The University of Winchester is hosting a special event to celebrate the work of one of Britain’s greatest early environmentalists.

W.H. Hudson has been described as ‘the Chris Packham of the 19th century’ by Dr Graciela Iglesias-Rogers, senior lecturer in modern European and global Hispanic history.

Born on a ranch near a tributary of the River Plate in Argentina to American parents, William Henry Hudson came to Britain aged 33 to pursue a career as a naturalist and author and struggled for many years until he turned to writing about his native Argentina.

Hudson then penned a series of successful books about British wildlife and countryside including Hampshire Days (1903) and A Shepherd’s Life (1910).

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“Hudson was one of the first to write about British birds being at risk of extinction and to lobby for their protection,” said Dr Iglesias-Rogers. “He was really ahead of his time.”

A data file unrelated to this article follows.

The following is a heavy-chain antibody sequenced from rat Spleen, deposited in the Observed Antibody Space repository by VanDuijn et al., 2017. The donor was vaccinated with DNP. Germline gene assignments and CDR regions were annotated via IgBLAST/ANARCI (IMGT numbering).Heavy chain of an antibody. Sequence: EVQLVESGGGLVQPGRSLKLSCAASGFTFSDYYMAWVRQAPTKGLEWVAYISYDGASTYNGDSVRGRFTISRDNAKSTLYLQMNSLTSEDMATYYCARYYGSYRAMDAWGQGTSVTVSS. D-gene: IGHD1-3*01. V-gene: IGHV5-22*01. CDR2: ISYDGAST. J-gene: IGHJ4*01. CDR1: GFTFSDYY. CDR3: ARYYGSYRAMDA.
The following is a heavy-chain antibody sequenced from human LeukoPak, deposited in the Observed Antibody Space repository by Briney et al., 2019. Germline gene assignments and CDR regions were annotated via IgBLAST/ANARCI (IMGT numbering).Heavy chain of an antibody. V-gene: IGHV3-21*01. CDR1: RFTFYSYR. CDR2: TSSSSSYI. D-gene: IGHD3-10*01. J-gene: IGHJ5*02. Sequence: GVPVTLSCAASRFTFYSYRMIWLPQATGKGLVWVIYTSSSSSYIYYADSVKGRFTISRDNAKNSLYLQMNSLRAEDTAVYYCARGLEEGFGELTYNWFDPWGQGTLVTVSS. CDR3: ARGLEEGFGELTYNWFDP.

Hampshire Chronicle: Conor Jameson

When he died Hudson left his entire estate to the Royal Society for the Protection of Birds (RSPB) which he had helped found. In Argentina, his birthplace was made into a museum and ecological park named after him. In 2021, to mark the centenary of his birth, the Argentine Congress declared his birthday, August 4, Argentina’s National Day of the Naturalist.

In the event, entitled ‘Hampshire Days (1903): wildlife and rural activism from the Hispanic-Anglosphere’, Dr Iglesias-Rogers will be joined by Conor Mark Jameson, a veteran of the RSPB and author of the recently published book Finding W. H. Hudson: The Writer Who Came to Britain to Save the Birds.

Mr Jameson said: "Hudson is particularly fascinating because of his unique background as an unschooled and somewhat battle-scarred incomer who although at times uncomfortable in social situations and insecure about his place was also a fearless and sometimes outspoken advocate for nature conservation. I was particularly drawn to this mysterious outsider, with his fresh sense of his new surroundings."

It will take place on Wednesday, November 8 at St Alphege Building 202 in the University’s King Alfred quarter from 4.30pm to 6pm and online.